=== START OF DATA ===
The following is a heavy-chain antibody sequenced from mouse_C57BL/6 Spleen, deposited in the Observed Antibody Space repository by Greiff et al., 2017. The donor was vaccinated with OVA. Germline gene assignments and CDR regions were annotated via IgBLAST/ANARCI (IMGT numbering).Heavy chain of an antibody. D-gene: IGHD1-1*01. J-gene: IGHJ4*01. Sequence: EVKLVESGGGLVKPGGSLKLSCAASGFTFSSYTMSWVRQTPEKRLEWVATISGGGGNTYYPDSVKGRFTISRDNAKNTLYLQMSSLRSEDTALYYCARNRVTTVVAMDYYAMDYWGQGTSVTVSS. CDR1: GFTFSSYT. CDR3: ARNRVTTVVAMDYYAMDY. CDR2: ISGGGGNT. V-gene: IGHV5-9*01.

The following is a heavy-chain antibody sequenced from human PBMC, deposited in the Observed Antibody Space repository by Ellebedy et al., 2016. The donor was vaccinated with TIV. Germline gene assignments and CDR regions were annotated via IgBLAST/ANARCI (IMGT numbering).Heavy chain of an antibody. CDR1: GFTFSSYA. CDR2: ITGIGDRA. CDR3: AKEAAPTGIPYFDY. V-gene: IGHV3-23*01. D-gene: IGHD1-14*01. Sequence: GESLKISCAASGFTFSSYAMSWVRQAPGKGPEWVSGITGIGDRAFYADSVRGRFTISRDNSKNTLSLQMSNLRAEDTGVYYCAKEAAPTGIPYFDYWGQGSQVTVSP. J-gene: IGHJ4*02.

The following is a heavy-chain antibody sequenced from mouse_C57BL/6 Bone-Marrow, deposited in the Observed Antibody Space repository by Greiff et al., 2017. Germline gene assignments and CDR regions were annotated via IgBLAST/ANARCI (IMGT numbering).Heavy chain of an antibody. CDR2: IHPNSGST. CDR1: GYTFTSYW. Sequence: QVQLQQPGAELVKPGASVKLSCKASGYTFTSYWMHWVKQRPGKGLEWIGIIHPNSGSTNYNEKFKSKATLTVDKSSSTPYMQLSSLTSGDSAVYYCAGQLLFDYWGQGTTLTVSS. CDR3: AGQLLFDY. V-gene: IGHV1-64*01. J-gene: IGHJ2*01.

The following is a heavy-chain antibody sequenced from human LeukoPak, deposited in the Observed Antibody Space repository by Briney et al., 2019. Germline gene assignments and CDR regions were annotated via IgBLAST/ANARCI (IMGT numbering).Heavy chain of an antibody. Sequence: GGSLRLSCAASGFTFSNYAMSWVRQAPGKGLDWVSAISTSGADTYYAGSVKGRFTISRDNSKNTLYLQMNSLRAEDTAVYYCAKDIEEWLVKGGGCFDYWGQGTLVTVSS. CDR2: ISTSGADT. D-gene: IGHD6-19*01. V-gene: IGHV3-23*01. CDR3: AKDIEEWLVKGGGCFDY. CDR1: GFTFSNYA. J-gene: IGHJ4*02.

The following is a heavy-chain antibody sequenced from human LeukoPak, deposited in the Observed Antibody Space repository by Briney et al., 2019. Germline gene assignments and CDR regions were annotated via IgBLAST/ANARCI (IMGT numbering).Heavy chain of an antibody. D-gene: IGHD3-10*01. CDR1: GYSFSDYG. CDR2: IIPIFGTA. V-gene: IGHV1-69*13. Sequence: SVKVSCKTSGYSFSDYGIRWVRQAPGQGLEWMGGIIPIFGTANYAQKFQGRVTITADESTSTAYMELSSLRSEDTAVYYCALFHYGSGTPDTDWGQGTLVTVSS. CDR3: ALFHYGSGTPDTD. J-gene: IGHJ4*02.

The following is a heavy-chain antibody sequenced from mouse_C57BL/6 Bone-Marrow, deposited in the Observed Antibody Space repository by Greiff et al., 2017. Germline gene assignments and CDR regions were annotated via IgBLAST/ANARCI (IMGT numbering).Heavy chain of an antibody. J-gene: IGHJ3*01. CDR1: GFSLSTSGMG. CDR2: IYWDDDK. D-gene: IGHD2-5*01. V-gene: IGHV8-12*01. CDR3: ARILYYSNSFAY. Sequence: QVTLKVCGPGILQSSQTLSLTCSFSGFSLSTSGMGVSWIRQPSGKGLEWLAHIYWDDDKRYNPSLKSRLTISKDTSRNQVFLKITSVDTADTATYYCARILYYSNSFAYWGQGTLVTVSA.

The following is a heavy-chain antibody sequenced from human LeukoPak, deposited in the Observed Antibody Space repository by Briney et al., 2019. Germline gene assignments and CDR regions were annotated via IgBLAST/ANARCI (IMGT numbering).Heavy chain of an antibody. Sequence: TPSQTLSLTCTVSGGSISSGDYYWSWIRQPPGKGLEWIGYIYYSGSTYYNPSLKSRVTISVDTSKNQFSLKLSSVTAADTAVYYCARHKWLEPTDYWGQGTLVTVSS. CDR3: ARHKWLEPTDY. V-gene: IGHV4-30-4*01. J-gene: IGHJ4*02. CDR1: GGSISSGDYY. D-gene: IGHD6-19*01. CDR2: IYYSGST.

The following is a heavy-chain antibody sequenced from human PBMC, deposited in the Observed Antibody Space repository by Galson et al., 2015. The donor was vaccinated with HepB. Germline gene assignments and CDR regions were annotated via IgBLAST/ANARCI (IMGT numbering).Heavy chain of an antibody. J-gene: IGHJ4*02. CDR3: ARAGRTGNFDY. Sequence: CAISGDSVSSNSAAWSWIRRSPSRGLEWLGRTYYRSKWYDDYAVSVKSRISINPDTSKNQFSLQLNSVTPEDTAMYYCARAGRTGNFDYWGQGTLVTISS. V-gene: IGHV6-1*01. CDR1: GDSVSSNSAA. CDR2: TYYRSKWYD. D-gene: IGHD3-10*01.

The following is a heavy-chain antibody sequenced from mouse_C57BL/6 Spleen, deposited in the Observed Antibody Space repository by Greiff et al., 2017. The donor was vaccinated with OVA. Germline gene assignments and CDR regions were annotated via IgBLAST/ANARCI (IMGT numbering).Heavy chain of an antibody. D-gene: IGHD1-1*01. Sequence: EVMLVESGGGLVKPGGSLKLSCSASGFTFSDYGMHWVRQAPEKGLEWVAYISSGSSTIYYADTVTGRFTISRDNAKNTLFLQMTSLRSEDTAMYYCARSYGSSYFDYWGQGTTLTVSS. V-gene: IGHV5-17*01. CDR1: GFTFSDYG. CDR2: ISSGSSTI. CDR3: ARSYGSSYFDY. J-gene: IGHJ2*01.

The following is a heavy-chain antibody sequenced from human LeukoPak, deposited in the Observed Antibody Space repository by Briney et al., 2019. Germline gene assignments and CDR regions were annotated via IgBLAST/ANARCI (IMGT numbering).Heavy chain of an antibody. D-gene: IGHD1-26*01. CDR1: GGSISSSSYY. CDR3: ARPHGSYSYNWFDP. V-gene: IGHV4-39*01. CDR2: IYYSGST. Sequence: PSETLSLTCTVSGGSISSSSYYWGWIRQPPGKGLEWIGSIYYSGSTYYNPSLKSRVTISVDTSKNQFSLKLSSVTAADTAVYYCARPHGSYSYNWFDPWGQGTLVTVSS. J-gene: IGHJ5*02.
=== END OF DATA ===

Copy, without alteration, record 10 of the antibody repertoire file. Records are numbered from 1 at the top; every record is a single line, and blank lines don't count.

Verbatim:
The following is a heavy-chain antibody sequenced from human LeukoPak, deposited in the Observed Antibody Space repository by Briney et al., 2019. Germline gene assignments and CDR regions were annotated via IgBLAST/ANARCI (IMGT numbering).Heavy chain of an antibody. D-gene: IGHD1-26*01. CDR1: GGSISSSSYY. CDR3: ARPHGSYSYNWFDP. V-gene: IGHV4-39*01. CDR2: IYYSGST. Sequence: PSETLSLTCTVSGGSISSSSYYWGWIRQPPGKGLEWIGSIYYSGSTYYNPSLKSRVTISVDTSKNQFSLKLSSVTAADTAVYYCARPHGSYSYNWFDPWGQGTLVTVSS. J-gene: IGHJ5*02.